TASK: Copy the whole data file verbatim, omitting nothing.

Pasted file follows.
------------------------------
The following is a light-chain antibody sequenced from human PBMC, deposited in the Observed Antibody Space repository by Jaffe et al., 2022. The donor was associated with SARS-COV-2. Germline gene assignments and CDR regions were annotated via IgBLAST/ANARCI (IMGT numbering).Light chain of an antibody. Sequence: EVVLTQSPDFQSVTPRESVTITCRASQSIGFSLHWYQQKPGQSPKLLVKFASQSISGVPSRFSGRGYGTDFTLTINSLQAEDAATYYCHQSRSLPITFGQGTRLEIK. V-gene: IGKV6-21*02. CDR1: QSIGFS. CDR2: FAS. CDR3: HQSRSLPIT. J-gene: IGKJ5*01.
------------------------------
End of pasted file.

The following is a light-chain antibody sequenced from human PBMC, deposited in the Observed Antibody Space repository by Jaffe et al., 2022. The donor was associated with SARS-COV-2. Germline gene assignments and CDR regions were annotated via IgBLAST/ANARCI (IMGT numbering).Light chain of an antibody. Sequence: EVVLTQSPDFQSVTPRESVTITCRASQSIGFSLHWYQQKPGQSPKLLVKFASQSISGVPSRFSGRGYGTDFTLTINSLQAEDAATYYCHQSRSLPITFGQGTRLEIK. V-gene: IGKV6-21*02. CDR1: QSIGFS. CDR2: FAS. CDR3: HQSRSLPIT. J-gene: IGKJ5*01.